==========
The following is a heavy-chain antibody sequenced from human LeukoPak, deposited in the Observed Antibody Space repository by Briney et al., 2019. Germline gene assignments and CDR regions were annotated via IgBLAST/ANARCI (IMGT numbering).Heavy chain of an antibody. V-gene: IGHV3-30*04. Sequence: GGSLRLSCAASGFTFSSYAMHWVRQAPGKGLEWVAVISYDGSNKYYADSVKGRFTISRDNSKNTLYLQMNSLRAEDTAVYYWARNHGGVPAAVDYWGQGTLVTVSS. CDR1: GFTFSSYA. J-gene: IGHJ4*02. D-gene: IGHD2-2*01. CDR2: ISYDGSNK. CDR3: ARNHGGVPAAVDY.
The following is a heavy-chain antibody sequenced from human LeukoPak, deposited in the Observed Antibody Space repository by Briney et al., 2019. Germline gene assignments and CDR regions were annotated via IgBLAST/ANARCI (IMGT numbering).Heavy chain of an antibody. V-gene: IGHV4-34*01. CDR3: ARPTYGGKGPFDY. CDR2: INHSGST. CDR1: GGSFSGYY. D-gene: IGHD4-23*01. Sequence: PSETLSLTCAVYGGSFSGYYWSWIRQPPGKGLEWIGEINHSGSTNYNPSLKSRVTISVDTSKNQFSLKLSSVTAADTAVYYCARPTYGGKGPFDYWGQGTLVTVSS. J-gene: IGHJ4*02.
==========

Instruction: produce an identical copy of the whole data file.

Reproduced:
The following is a heavy-chain antibody sequenced from human LeukoPak, deposited in the Observed Antibody Space repository by Briney et al., 2019. Germline gene assignments and CDR regions were annotated via IgBLAST/ANARCI (IMGT numbering).Heavy chain of an antibody. V-gene: IGHV3-30*04. Sequence: GGSLRLSCAASGFTFSSYAMHWVRQAPGKGLEWVAVISYDGSNKYYADSVKGRFTISRDNSKNTLYLQMNSLRAEDTAVYYWARNHGGVPAAVDYWGQGTLVTVSS. CDR1: GFTFSSYA. J-gene: IGHJ4*02. D-gene: IGHD2-2*01. CDR2: ISYDGSNK. CDR3: ARNHGGVPAAVDY.
The following is a heavy-chain antibody sequenced from human LeukoPak, deposited in the Observed Antibody Space repository by Briney et al., 2019. Germline gene assignments and CDR regions were annotated via IgBLAST/ANARCI (IMGT numbering).Heavy chain of an antibody. V-gene: IGHV4-34*01. CDR3: ARPTYGGKGPFDY. CDR2: INHSGST. CDR1: GGSFSGYY. D-gene: IGHD4-23*01. Sequence: PSETLSLTCAVYGGSFSGYYWSWIRQPPGKGLEWIGEINHSGSTNYNPSLKSRVTISVDTSKNQFSLKLSSVTAADTAVYYCARPTYGGKGPFDYWGQGTLVTVSS. J-gene: IGHJ4*02.